Trucking companies received the highest rates from freight brokers and intermediaries in 13 percent of lanes in the third quarter compared to 24 percent in the second quarter, according to TransCore’s “Spot Market Rates vs. Contract Rates Q3 2011,” a report that analyzes shifts in demand and truck capacity that led to seasonal and regional changes in pricing for truckload freight transportation on the spot market.
The report, which is based on the company’s Truckload Rate Index, shows that the region of highest demand and rising freight rates shifted during the third quarter from the Southeast to the Upper Midwest and West Coast. National average rates dipped on the spot market in July and August for dry vans, the dominant mode of freight transportation. Spot market rates then rebounded in September, in advance of holiday retail shipments.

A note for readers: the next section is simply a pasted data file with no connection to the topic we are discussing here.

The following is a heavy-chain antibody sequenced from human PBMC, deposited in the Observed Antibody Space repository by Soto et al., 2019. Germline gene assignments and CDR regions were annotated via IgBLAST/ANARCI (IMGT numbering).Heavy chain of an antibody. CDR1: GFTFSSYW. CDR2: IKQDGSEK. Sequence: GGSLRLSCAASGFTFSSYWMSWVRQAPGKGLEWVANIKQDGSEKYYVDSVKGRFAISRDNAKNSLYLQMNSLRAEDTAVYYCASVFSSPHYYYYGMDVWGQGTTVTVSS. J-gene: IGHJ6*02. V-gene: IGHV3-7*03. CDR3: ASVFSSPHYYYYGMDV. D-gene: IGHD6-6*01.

Spot market rates are rates paid to the carrier by freight brokers and other freight intermediaries. When demand and capacity are in balance, spot market rates typically are 10 to 15 percent lower than contract rates for the same route or lane. When spot market rates exceed contract rates, it indicates pricing pressure in a specific market or lane.